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Foreign Assistance: Middle East Partnership Initiative Offers Tools for Supporting Reform, but Project Monitoring Needs Improvement.

GAO-05-711 August 8, 2005

In December 2002, the U.S. Department of State (State) established the Middle East Partnership Initiative (MEPI) to promote democracy in the Middle East and North Africa. MEPI provides assistance for political, economic, and educational reform and women's empowerment. In fiscal years 2002-2004, State and the U.S. Agency for International Development (USAID) reviewed U.S. bilateral economic assistance programs in the region to ensure they were aligned with the new U.S. policy focus on promoting democracy and reform. In this report, GAO (1) describes MEPI's structure for managing projects and allocating funding, (2) examines MEPI's uses of the reviews, and (3) evaluates MEPI's project monitoring.

MEPI has worked with U.S. embassies, USAID headquarters in Washington, D.C., and USAID missions overseas to manage projects and obligate funding. In turn, MEPI and its partners have negotiated agreements with nongovernmental organizations, the private sector, and other U.S. agencies to implement the projects. MEPI has obligated about 45 percent of the $129 million that it received for fiscal years 2002-2003, and its partners have obligated the remainder. MEPI used the State and USAID reviews of existing U.S. bilateral economic assistance programs in the Middle East and North Africa in two ways. First, in response to the reviews, MEPI targeted reform activities in the Middle East and North Africa that were not being addressed by other U.S. agencies. For example, responding to the reviews' finding that little progress had been made in supporting women's political involvement, MEPI provided funds to assist women candidates. Second, MEPI shaped its strategy in response to the reviews, particularly regarding the need to monitor projects' short-term results and hold project implementers accountable for project performance. Despite its strategic emphasis on monitoring projects' performance, MEPI's monitoring has been limited by unclear communication of roles and responsibilities and a lack of complete project information. MEPI has acknowledged these deficiencies and begun to address them; in July 2005, State and USAID agreed on a framework for project monitoring roles and responsibilities. Without the ability to evaluate its projects' performance with certainty and access to complete information, MEPI's capacity to meet its strategic goals of producing tangible results and making results-based decisions is limited.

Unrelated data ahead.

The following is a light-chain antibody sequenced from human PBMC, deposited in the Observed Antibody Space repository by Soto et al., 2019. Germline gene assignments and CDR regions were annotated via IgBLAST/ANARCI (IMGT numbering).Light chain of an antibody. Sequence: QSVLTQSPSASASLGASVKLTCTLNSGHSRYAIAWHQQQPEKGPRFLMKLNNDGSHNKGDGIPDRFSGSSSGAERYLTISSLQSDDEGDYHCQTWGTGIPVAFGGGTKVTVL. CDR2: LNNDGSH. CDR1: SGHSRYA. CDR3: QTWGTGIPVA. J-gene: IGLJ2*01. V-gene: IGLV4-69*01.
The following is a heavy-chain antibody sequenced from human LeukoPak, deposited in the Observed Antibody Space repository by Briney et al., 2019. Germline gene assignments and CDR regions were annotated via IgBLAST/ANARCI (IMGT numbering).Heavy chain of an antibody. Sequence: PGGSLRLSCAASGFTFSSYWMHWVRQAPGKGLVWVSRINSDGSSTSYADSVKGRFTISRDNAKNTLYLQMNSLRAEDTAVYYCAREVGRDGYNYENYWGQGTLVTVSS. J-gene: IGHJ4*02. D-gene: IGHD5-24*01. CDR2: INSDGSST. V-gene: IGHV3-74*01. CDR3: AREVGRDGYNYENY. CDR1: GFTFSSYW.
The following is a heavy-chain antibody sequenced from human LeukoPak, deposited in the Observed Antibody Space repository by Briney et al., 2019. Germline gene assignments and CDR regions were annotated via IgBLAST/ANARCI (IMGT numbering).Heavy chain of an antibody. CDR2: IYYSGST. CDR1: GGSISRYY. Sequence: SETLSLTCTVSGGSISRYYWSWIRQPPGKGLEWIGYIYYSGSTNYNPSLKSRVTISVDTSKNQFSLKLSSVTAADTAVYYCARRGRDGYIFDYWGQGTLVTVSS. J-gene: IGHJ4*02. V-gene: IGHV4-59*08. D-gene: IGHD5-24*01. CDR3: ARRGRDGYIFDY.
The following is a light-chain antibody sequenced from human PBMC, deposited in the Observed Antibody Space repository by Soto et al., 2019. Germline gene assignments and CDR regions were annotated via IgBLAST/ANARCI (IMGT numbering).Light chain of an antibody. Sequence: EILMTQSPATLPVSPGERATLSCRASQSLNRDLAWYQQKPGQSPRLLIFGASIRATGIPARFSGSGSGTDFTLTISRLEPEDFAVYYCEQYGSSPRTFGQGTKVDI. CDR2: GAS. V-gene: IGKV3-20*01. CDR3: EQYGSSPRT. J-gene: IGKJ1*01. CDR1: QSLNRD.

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Publication:General Accounting Office Reports & Testimony
Date:Jan 1, 2006
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